In representations of the Great Decease the usually haloed Buddha lies invariably on his right side, his covered left hand down his side, the right palm outwards beside the head; a leg can be flexed and the drapery may hang as on a standing figure. The bed, with turned or carved legs, may have a mattress and pillow and a textile, sometimes decorated, hanging between the legs; a small stool also occurs. At each side one of the traditional pair of sāla is represented by a tree, commonly with evenly paired leaves on the branches, and there may be more. Attendants may include Brahmā and Indra, usually Vajrapāṇi, figures indistinguishably gods or Mallas unless, as in Calcutta 5147, they are half-length and flying figures and throwing flowers, and monks identified as Ananda, Anuruddha and Mahākāśyapa. Vajrapāṇi stands at the head of the bed as here and in the following piece, or behind it, or lies beside it, raising one arm in a gesture of grief or holding it across the top of his head. Usually at the foot of the bed is a figure with a wrapped head and a triple staff (tridaṇḍa) or a monk with or without monastic staff, the monk sometimes touching the Buddha's feet or in conversation with a naked and tonsured figure, while the figure with the triple staff, the tridaṇḍin, may be talking with a monk behind or beside the couch. To explain this confusing alternation it has been proposed that the monk behind or beside the couch may be informing the tridaṇḍin of the momentous event or he may, by a use of continuous narration, be Mahākāśyapa, who arrived seven days after the death, learning of it on the road from an ājīvika, the naked and tonsured figure, or, in a sculptural tradition found on Gandhāra reliefs, from another kind of heretical personage instead, the tridaṇḍin. Sometimes a standing monk helps up another; they are identified as Anuruddha and Ānanda. Another figure, variously seated, facing, with back to the viewer or in three-quarter view, and sometimes tonsured, as here, and sometimes with his head covered is identified as Subhadra, the last convert. When this figure has beside him a tripod of three sticks tied to each other to support a suspended bag, explained as a water bag, the reference must be to Subhadra's previous character as a parivrājaka ascetic.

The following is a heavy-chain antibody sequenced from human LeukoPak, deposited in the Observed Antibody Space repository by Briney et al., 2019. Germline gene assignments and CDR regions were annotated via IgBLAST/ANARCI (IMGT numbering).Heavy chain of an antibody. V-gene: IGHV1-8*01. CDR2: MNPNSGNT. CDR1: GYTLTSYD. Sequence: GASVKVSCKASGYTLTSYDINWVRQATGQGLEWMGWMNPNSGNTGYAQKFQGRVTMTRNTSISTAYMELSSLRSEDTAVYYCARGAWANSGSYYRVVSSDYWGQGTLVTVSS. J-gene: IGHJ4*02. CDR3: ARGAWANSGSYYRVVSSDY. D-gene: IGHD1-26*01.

- On display (G33/dc51a/s3)
- Exhibition history
2015 24 Sept-15 Nov, Seoul, National Museum of Korea, Masterpieces of Early Buddhist Scultpure
- 1.Blue-grey schist, broken, chipped and with some soil incrustation.
2.Top with tenon the entire width; smooth in front, rougher behind and with a mason's mark on left; bottom flat with rectangular tenons to both sides; sides, where undamaged, flat.
3.Back partly with horizontal chisel grooves and rebated on both sides for slabs at right angles.
- Acquisition date
- Acquisition notes
- Purchased from General C. S. MacLean.
- Registration number